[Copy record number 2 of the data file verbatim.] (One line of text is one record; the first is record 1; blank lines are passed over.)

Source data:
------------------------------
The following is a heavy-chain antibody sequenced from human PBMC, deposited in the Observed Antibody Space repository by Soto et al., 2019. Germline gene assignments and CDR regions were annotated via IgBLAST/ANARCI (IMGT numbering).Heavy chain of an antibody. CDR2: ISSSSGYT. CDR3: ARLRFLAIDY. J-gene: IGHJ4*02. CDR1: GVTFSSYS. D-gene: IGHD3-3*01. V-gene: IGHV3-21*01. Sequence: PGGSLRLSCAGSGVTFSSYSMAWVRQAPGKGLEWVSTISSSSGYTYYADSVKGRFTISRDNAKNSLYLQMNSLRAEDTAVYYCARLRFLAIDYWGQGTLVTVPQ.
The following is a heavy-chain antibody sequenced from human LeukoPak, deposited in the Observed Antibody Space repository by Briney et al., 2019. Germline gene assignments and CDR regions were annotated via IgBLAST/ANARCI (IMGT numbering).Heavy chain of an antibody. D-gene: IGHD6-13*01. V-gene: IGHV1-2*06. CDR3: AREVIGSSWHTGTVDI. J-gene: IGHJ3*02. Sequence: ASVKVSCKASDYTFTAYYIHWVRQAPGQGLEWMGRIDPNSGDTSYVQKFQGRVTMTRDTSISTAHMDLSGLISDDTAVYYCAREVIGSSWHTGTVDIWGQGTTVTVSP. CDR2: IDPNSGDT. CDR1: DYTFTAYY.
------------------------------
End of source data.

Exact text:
The following is a heavy-chain antibody sequenced from human LeukoPak, deposited in the Observed Antibody Space repository by Briney et al., 2019. Germline gene assignments and CDR regions were annotated via IgBLAST/ANARCI (IMGT numbering).Heavy chain of an antibody. D-gene: IGHD6-13*01. V-gene: IGHV1-2*06. CDR3: AREVIGSSWHTGTVDI. J-gene: IGHJ3*02. Sequence: ASVKVSCKASDYTFTAYYIHWVRQAPGQGLEWMGRIDPNSGDTSYVQKFQGRVTMTRDTSISTAHMDLSGLISDDTAVYYCAREVIGSSWHTGTVDIWGQGTTVTVSP. CDR2: IDPNSGDT. CDR1: DYTFTAYY.